Powerful! Yes, and that doesn’t even cover it. Few other tools are able to create such a strong impact on its users. Yet its operating procedure is simple—the 360 subtly sets to work on your motivation throughout the process, and to fulfil your various needs for self-improvement.
In an exciting new way, it encourages you to take stock of your skills, by targeting the areas that need the most work and by turning you into an active stakeholder in your own personal development process. To see how it accomplishes this amazing feat, let’s get to the heart of its approach.
The effects kick in from the moment a participant decides to invest themselves in the process. This person is aware that this is a professional development tool, and that in conjunction with their self-evaluation, they will be reviewed by those around them. They must therefore carefully select multiple people who will each complete an in-depth analysis of their skill-sets. Reviewers will shed light on, for instance, the following: assertiveness, organisational skills, empathy, interpersonal skills, managerial courage, adaptability, etc.
What really goes on at the heart of a 360 approach
Let’s take adaptability as an example since it’s highly relevant today. How would you rate yourself on this skill? Do you feel as if you have complete mastery of it or quite the opposite, that it could use some work?
When we analyse ourselves, we are naturally inclined to envision our reviewer’s stance on things. What image of myself do I present to others? Do they share my view? Does my manager think that I have mastered this skill? And what about my colleagues, how will they evaluate me?… By completing a questionnaire about ourselves, the 360 assessment triggers an internal reflection on our skills through the eyes of others. The image we have of ourselves is slowly brought into question and, without even knowing our results, we are unwittingly urged to consider our behaviour from a different vantage point. Because while some believe themselves to be highly adaptable to change, do their daily actions tell the same story to their peers?…
Feedback: the starting point towards change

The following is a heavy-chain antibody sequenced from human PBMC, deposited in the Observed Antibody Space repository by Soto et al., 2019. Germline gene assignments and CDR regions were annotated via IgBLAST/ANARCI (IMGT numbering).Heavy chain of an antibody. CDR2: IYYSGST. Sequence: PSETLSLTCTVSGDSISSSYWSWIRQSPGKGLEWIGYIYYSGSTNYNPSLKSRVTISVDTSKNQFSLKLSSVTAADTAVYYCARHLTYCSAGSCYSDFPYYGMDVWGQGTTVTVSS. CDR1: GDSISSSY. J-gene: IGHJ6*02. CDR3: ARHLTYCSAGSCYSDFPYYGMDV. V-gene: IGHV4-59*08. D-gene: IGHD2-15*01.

Let’s say you’ve scored yourself quite highly on adaptability. Though this skill could use some improvement, you are confident in your ability and satisfied with it overall. But when you get your results back from your work colleagues, the verdict is in: you have scored quite badly. Feelings of surprise, maybe even incomprehension wash over you. This initial reaction can quickly give way to questions and reflection, an incentive for you to look back on past situations where you may have, or not, demonstrated this skill. You need answers, that’s normal, and you try to get your head around this discrepancy, which in itself is not that substantial, but which gets you thinking. You don’t want your colleagues to be left with this negative image of you, you want to summon up your energy and show that you are capable, that you have the potential to better yourself and that you can develop this skill. You will not let yourself be beaten!
This is a typical reaction, since it is human nature to want to present a positive image of ourselves, to seek approval in the eyes of others and to want to do our best. The 360 assessment homes in upon this phenomenon and the results are a testament to its success. Never before has a tool brought about such strong reactions and been such a source of motivation for skills development. While getting back results remains a pivotal moment for triggering this desire for self-improvement, the aftermath is just as crucial in ensuring the continuing effects of the 360, since the following stage has the participant embark on concrete actions to further hone their skills.
The participants’ task is to take in their results and to take ownership of any skills that are lacking. Keeping the constructive nature of this tool at the forefront of their minds, they need to grasp the scope of each of their skills and to re-evaluate their mastery of them, in line with their evaluators’ opinions. Participants will therefore have a clearer vision of the targets they should set themselves and will be able to decide on the best actions to achieve them.
Helen Simard is a consultant psychologist at Central Test.